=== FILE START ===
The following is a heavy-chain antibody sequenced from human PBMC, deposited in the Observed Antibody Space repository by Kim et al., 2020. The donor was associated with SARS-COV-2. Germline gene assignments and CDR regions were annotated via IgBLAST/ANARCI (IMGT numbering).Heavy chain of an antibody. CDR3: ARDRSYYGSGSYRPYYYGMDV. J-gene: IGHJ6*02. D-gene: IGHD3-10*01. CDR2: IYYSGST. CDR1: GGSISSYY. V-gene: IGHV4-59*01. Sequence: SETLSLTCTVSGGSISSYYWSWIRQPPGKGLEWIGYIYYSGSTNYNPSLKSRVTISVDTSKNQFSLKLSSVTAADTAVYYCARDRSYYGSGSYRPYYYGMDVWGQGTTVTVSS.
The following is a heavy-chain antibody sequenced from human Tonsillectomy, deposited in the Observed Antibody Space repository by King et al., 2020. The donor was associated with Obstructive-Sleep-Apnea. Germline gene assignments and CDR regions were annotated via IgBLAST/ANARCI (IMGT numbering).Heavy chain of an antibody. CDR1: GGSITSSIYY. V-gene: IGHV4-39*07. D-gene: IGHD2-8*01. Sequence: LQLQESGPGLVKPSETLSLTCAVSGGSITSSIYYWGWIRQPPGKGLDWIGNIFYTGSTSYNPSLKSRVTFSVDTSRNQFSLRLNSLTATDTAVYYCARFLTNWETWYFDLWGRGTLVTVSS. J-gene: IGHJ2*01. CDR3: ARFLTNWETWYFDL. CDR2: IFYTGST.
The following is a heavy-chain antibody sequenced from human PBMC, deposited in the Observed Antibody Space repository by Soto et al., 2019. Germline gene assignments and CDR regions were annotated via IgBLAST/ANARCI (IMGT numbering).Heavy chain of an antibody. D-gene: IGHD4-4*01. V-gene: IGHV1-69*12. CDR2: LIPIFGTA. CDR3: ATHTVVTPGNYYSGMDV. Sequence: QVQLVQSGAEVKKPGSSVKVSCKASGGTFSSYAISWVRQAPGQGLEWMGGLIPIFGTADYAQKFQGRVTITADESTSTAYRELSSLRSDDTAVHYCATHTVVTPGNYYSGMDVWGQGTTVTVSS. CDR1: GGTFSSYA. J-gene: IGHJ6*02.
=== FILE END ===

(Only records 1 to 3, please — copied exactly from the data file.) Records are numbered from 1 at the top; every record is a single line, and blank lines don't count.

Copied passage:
The following is a heavy-chain antibody sequenced from human PBMC, deposited in the Observed Antibody Space repository by Kim et al., 2020. The donor was associated with SARS-COV-2. Germline gene assignments and CDR regions were annotated via IgBLAST/ANARCI (IMGT numbering).Heavy chain of an antibody. CDR3: ARDRSYYGSGSYRPYYYGMDV. J-gene: IGHJ6*02. D-gene: IGHD3-10*01. CDR2: IYYSGST. CDR1: GGSISSYY. V-gene: IGHV4-59*01. Sequence: SETLSLTCTVSGGSISSYYWSWIRQPPGKGLEWIGYIYYSGSTNYNPSLKSRVTISVDTSKNQFSLKLSSVTAADTAVYYCARDRSYYGSGSYRPYYYGMDVWGQGTTVTVSS.
The following is a heavy-chain antibody sequenced from human Tonsillectomy, deposited in the Observed Antibody Space repository by King et al., 2020. The donor was associated with Obstructive-Sleep-Apnea. Germline gene assignments and CDR regions were annotated via IgBLAST/ANARCI (IMGT numbering).Heavy chain of an antibody. CDR1: GGSITSSIYY. V-gene: IGHV4-39*07. D-gene: IGHD2-8*01. Sequence: LQLQESGPGLVKPSETLSLTCAVSGGSITSSIYYWGWIRQPPGKGLDWIGNIFYTGSTSYNPSLKSRVTFSVDTSRNQFSLRLNSLTATDTAVYYCARFLTNWETWYFDLWGRGTLVTVSS. J-gene: IGHJ2*01. CDR3: ARFLTNWETWYFDL. CDR2: IFYTGST.
The following is a heavy-chain antibody sequenced from human PBMC, deposited in the Observed Antibody Space repository by Soto et al., 2019. Germline gene assignments and CDR regions were annotated via IgBLAST/ANARCI (IMGT numbering).Heavy chain of an antibody. D-gene: IGHD4-4*01. V-gene: IGHV1-69*12. CDR2: LIPIFGTA. CDR3: ATHTVVTPGNYYSGMDV. Sequence: QVQLVQSGAEVKKPGSSVKVSCKASGGTFSSYAISWVRQAPGQGLEWMGGLIPIFGTADYAQKFQGRVTITADESTSTAYRELSSLRSDDTAVHYCATHTVVTPGNYYSGMDVWGQGTTVTVSS. CDR1: GGTFSSYA. J-gene: IGHJ6*02.